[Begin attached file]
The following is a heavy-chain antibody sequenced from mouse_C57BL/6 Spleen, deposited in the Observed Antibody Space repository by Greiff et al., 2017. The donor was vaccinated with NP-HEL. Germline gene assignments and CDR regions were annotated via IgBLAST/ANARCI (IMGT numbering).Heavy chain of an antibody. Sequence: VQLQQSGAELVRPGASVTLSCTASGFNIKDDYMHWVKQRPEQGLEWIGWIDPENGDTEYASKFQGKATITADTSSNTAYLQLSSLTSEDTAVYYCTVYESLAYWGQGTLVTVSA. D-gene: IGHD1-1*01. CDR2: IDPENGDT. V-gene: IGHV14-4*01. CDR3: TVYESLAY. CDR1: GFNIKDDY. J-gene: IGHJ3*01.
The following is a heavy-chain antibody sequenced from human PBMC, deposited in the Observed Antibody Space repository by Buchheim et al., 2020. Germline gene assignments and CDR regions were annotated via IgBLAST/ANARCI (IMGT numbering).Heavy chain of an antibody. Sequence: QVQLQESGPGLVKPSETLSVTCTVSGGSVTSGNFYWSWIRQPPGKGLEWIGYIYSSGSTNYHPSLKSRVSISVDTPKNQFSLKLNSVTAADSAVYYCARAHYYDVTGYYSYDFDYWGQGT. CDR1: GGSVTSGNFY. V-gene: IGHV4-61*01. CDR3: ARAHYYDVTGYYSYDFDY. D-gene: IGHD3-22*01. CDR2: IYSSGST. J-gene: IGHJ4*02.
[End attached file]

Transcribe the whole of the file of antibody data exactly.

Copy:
The following is a heavy-chain antibody sequenced from mouse_C57BL/6 Spleen, deposited in the Observed Antibody Space repository by Greiff et al., 2017. The donor was vaccinated with NP-HEL. Germline gene assignments and CDR regions were annotated via IgBLAST/ANARCI (IMGT numbering).Heavy chain of an antibody. Sequence: VQLQQSGAELVRPGASVTLSCTASGFNIKDDYMHWVKQRPEQGLEWIGWIDPENGDTEYASKFQGKATITADTSSNTAYLQLSSLTSEDTAVYYCTVYESLAYWGQGTLVTVSA. D-gene: IGHD1-1*01. CDR2: IDPENGDT. V-gene: IGHV14-4*01. CDR3: TVYESLAY. CDR1: GFNIKDDY. J-gene: IGHJ3*01.
The following is a heavy-chain antibody sequenced from human PBMC, deposited in the Observed Antibody Space repository by Buchheim et al., 2020. Germline gene assignments and CDR regions were annotated via IgBLAST/ANARCI (IMGT numbering).Heavy chain of an antibody. Sequence: QVQLQESGPGLVKPSETLSVTCTVSGGSVTSGNFYWSWIRQPPGKGLEWIGYIYSSGSTNYHPSLKSRVSISVDTPKNQFSLKLNSVTAADSAVYYCARAHYYDVTGYYSYDFDYWGQGT. CDR1: GGSVTSGNFY. V-gene: IGHV4-61*01. CDR3: ARAHYYDVTGYYSYDFDY. D-gene: IGHD3-22*01. CDR2: IYSSGST. J-gene: IGHJ4*02.